I did my best to humor Gino. I looked down at my menu, but it was unintelligible to my eyes. I tried to sound the peculiar words out, but they all sounded the same. Thrrrumph-thrrrumph. Thrrrumph-thrrrumph. THRRRUMPH-THRRRUMPH!
I looked up to see Benyamin smiling down at me, about to slide his Bissell under our table.
In my defense, what I did next any native New Yorker worth their salt would have done, too: I kvetched. And then some. As Gino later recounted numerous times throughout the remainder of the evening, I damned near spit venom.
“I think you scarred the guy for life,” he told me. “He’s just standing there, innocently doing his job, when all of a sudden, in mid-sentence, your head snaps back like a cobra’s, your eyes turn black, you glare at him, lean forward, and hiss, ‘Can you pleassse not do that right nowww!!!’ Then as he’s scurrying away in fright, you put your forked tongue back in your mouth and crawl back into your turban.”
My neighbor Mindy Squarepants put it more succinctly later that night. “You’re the worst kind of high maintenance, Michael. You’re the high maintenance who doesn’t think you’re high maintenance.”
Mindy recently had a head injury, so I’m not sure if she was quoting When Harry Met Sally on purpose, but she’s right. Still, I stewed at Gino’s repeated teasing. It was just last month, inspired by a fellow A.D.D. blogger, that I drew my line in the sand over my A.D.D. symptoms. I do my best by capsule and cognizance to rein them in, but when they occasionally break free and take a trot around the racecourse I no longer feel the need to apologize.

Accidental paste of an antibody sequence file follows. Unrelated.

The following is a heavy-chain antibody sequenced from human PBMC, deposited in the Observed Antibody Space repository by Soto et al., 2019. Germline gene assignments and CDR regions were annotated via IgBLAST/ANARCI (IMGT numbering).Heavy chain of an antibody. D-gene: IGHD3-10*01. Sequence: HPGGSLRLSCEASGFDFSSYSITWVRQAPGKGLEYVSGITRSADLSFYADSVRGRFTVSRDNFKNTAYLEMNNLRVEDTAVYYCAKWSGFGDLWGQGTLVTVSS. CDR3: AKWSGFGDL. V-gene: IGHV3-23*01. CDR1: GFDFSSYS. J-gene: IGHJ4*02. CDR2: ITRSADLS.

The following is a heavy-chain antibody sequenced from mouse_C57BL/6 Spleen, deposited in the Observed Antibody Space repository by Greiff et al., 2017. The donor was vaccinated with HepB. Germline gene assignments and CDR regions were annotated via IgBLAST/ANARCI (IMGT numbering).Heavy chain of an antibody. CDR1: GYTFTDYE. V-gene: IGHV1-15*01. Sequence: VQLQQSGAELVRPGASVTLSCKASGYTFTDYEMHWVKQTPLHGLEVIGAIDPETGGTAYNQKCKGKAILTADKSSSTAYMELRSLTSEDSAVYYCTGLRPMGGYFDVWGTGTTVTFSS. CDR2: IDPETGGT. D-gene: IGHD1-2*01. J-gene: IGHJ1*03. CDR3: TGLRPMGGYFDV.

The world wouldn’t expect someone with a chronic condition like cancer or a missing limb to apologize for the limitations placed on them by their situation. Never again am I begging forgiveness for mine, either.
So for future reference, did I say or do what you think I just said or did? Yes, I probably just did. Now can we please stop talking about it and enjoy our Chipotle already?
Ever the gluttons for punishment, Gino and I tried to do that very thing the following night. The fourth time was not the charm; we went down in flames. I don’t blame him for it, he’s still a great guy and a faithful reader. Which means you can’t say he wasn’t warned, too.
Maybe we’ll go out again, who knows? I wouldn’t write him off just yet. Something I know more surely, what we want and what we need are not always the same thing in this life. For example, I want a man who loves me for who I am.
But it’s becoming pretty clear as I hurtle toward forty that what I need is a man who loves a challenge.